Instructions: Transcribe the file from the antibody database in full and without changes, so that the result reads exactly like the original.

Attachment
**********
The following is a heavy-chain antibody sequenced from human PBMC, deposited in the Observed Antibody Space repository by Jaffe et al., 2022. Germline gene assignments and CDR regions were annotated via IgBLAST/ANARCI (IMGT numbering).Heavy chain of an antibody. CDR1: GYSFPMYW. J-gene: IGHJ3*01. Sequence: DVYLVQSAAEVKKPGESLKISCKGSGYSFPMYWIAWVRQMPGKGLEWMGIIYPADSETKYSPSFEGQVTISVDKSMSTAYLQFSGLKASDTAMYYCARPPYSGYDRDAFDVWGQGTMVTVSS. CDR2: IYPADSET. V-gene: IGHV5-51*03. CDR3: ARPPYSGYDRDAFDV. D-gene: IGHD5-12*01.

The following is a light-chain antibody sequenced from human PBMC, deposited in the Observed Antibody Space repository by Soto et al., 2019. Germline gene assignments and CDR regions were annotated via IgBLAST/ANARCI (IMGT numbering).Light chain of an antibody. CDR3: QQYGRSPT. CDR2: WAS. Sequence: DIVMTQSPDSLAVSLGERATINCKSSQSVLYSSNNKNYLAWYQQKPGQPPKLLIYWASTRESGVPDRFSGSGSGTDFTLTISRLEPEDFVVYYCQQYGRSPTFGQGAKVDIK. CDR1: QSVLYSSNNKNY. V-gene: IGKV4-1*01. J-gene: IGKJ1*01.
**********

The following is a heavy-chain antibody sequenced from human PBMC, deposited in the Observed Antibody Space repository by Jaffe et al., 2022. Germline gene assignments and CDR regions were annotated via IgBLAST/ANARCI (IMGT numbering).Heavy chain of an antibody. CDR1: GYSFPMYW. J-gene: IGHJ3*01. Sequence: DVYLVQSAAEVKKPGESLKISCKGSGYSFPMYWIAWVRQMPGKGLEWMGIIYPADSETKYSPSFEGQVTISVDKSMSTAYLQFSGLKASDTAMYYCARPPYSGYDRDAFDVWGQGTMVTVSS. CDR2: IYPADSET. V-gene: IGHV5-51*03. CDR3: ARPPYSGYDRDAFDV. D-gene: IGHD5-12*01.

The following is a light-chain antibody sequenced from human PBMC, deposited in the Observed Antibody Space repository by Soto et al., 2019. Germline gene assignments and CDR regions were annotated via IgBLAST/ANARCI (IMGT numbering).Light chain of an antibody. CDR3: QQYGRSPT. CDR2: WAS. Sequence: DIVMTQSPDSLAVSLGERATINCKSSQSVLYSSNNKNYLAWYQQKPGQPPKLLIYWASTRESGVPDRFSGSGSGTDFTLTISRLEPEDFVVYYCQQYGRSPTFGQGAKVDIK. CDR1: QSVLYSSNNKNY. V-gene: IGKV4-1*01. J-gene: IGKJ1*01.